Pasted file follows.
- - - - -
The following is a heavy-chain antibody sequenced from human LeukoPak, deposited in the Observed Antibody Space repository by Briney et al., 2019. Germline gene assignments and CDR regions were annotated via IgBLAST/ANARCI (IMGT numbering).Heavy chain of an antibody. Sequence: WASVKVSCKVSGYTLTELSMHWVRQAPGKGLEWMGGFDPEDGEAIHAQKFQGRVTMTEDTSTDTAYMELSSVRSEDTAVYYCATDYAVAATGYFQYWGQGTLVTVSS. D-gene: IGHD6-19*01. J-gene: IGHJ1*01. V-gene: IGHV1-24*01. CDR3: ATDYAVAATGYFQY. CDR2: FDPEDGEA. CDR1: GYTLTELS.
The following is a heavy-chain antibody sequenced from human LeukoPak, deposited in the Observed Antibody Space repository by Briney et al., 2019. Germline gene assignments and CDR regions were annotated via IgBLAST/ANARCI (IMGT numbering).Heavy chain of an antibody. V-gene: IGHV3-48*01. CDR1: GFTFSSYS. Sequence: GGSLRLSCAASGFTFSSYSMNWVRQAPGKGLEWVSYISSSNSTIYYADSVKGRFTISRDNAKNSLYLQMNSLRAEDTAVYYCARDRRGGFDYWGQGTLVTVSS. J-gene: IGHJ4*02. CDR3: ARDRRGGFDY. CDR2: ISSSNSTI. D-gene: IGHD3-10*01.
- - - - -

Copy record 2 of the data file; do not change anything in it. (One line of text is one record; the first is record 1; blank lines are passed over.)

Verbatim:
The following is a heavy-chain antibody sequenced from human LeukoPak, deposited in the Observed Antibody Space repository by Briney et al., 2019. Germline gene assignments and CDR regions were annotated via IgBLAST/ANARCI (IMGT numbering).Heavy chain of an antibody. V-gene: IGHV3-48*01. CDR1: GFTFSSYS. Sequence: GGSLRLSCAASGFTFSSYSMNWVRQAPGKGLEWVSYISSSNSTIYYADSVKGRFTISRDNAKNSLYLQMNSLRAEDTAVYYCARDRRGGFDYWGQGTLVTVSS. J-gene: IGHJ4*02. CDR3: ARDRRGGFDY. CDR2: ISSSNSTI. D-gene: IGHD3-10*01.